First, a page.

== Music ==

The YouTube History of Music accounts for about 85% of website traffic. Not that the world needed another music history, but upon learning that one could be made using YouTube for samples seemed a unique approach, not possible before the internet, nor before YouTube, founded in 2005 and acquired by Google in 2006 to become the second largest search engine after Google's own. YouTube pays big money to copyright holders, without which the histories would lose a lot of content. I had no notion one could build a history of music with YouTube when the notion began to occur in latter 2011 per wifi at truck stops (driving a big truck in places like Canada at the time). I was done with trucks and working on the histories full time about midnight 2012/13. Since then I've been constantly amazed at what's there (YouTube) as the histories grew to their present five sections of 39 chapters from the medieval period to musicians surfacing on vinyl by 1970 per classical, blues, country, jazz and rock. Another internet phenomenon emphasized via the history is Wikipedia. One needs verify information as one can as with any source, but Wikipedia is usually on target and certainly among the most important encyclopedias wrought by the human race. What a remarkable thing Jimmy Wales has done since launching Wikipedia in March 2001, the 5th most visited destination on the internet. As for the histories, I may be diving into modern composers soon, a rather huge project, but of elemental necessity if to better fill their present content. As for myself, music is a natural talent. I studied piano for several years as a child, could even sing once upon a time, and know what it is to hear music, but for various reasons have never done anything with it. Composing music (not lyrics) has never been a difficulty to me. Performing, however, has long been quite impossible.

== Poetry ==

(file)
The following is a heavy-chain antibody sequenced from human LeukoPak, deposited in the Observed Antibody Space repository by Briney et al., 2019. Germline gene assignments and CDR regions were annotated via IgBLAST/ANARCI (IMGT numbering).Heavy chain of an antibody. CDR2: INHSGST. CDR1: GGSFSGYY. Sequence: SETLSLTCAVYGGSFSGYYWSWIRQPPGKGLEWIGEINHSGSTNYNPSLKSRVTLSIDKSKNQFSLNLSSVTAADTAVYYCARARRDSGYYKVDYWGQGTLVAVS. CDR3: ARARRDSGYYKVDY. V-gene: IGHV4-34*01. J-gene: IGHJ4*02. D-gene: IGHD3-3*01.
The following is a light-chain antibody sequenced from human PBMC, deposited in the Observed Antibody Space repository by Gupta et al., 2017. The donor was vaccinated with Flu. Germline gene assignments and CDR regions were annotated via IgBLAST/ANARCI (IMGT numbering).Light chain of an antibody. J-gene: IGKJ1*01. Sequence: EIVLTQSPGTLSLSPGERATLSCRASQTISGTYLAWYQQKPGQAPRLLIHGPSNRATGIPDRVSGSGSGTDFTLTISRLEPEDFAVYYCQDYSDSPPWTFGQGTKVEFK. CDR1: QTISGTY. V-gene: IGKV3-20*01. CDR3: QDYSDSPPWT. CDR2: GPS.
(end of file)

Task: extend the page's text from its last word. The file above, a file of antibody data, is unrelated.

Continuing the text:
Poetry accounts for only 12% of website use, especially the sonnets of Edna St. Vincent Millay, way beyond the sonnets of Shakespeare, compared to which the poetry of Something Strange doesn't even chart. I gathered Millay together in 2002 upon noting the absence of just such documentation on the internet (likely no more). Shakespeare couldn't but join her, those my two favorite poets. I also liked Lord Byron at one time, but I figured poetic pants with two pockets were enough, until The Gypsy's Address per Strange, a simple rhyming heroic romantic comedy science fiction adventure, written in 2006 at seventy or eighty miles per hour in a Pete 379. (I had to write while driving, good trick, no longer able to deprive myself of sleep. Figure the average day as a truck driver to be about fifteen hours and I could only do a few years of that.) I wrote a few more books of poetry, wheels rolling, until in 2011 when I decided that writing like that was too much a fight and said no more. Retiring a couple years later, I've since pursued the YouTube histories, concerning which there is perhaps more quoting, the better part, than writing. Anyway, 'The Gypsy's Address', was a romping laugh through a job that wasn't always great hauling onions and potatoes from Colorado to Texas, taking back alcohol of one kind or another from southern states. It's a shallow, simple Hollywood plot built for fun, not reality. There is apparently little else I care to publish though I've been writing intently since '81, more by circumstance rather than choice. I've not been published, having had other reasons to write, largely in examination of something. I've written a couple bad novels for which disappearance I'm grateful, one I oughtn't have destroyed, poetry as difficult for this and that reason, a good dose of lechery, and analytical or investigative journals concerning this, that and lot of which yet wants a clue - like parts of this website, somehow just there. I took up writing when I couldn't get back to college, so it went with books I bought instead. As it is, I can't pretend to have learned overmuch through the years, have failed in psychoanalyzing the cosmos, and I include myself among the ignorant concerning whom exhibitions of such occur too easily to not be concerned to avoid. The beginning of my vocation as a writer was attended by bad advice from Nietzsche, in so many words, to make one's challenge that which you believe to be the most difficult thing in life (for you) to do, the notion that if you can do that then you can do anything. I believed that the hardest possible thing for anyone, especially myself, was poetry. And I was right. Writing has helped make my life a war, I a little overpowered on the losing side. I'm naturally much better at art or music than with words. Let that be a lesson to you. Do what clicks with you if you can and don't be too hard on yourself in a world that's greatly difficult already. I've also come across countless authors along the path of my studies who keep me greatly humbled, such as Jacques Derrida. Reading someone like Derrida doesn't compel one to too eagerly call oneself an author. Nor others from Alexandre Dumas to Aleksandr Solzhenitsyn for that matter. After a few years as a Navy photographer I studied art in college for a couple years, then made the bad decision of dropping out because I needed money that didn't come, then embarked upon an autodidactic education begun in philosophy and religion toward poetry, logic, literary criticism, novels, history, gender/sexuality, psychoanalysis and foreign languages (philology) with very slight forays into economics (later trading), politics, social/cultural studies and science. Fifteen years later I well agreed with Solomon that education is a wearisome responsibility, nor without detrimental value to oneself in the actual world of dog eat dog in the trenches of survival in America. So definitely get yourself a degree or so if you think you financially can (if young you may feel more confident than you should), something practical like engineering or programming. (My salute - not easy stuff.) But forget education: it could get you killed. Don't forget that you're in life for the money in America, thus on this planet. Regardless what you do for what're reasons, if that or you aren't saleable you're in trouble. Durant or Maslov make for pretty good company as a renaissance student more intent on why than how, when, where or what. Such might or might not contribute to a better citizen, but you could end up financially desperate for it when you should have been working, instead, on something that pays you a hundredth of a cent the billion times it gets used, if not at least heading toward retirement at any steady career. Be as may, ambition is one thing, generally profit oriented, in which there's no fault, though it often begs ethical compromises. Aspiration, from specialized to all-encompassing, is another, surely applaudable, but for myself an unpragmatic bridge too far. One result for myself is that I used to vote for what I thought was best for America and the globe; now I vote per what's best for myself, as I'm guessing has long been the case, in general, from the poorest to the wealthiest anyway. Which goes toward saying that who are the opposite of myself and have lived the opposite way are likely a whole lot better off. Howsoever, being something aware of steep genius in various (literary) realms, I easily recognize myself for a moron whom it behooves to do more pondering than writing, thus cease.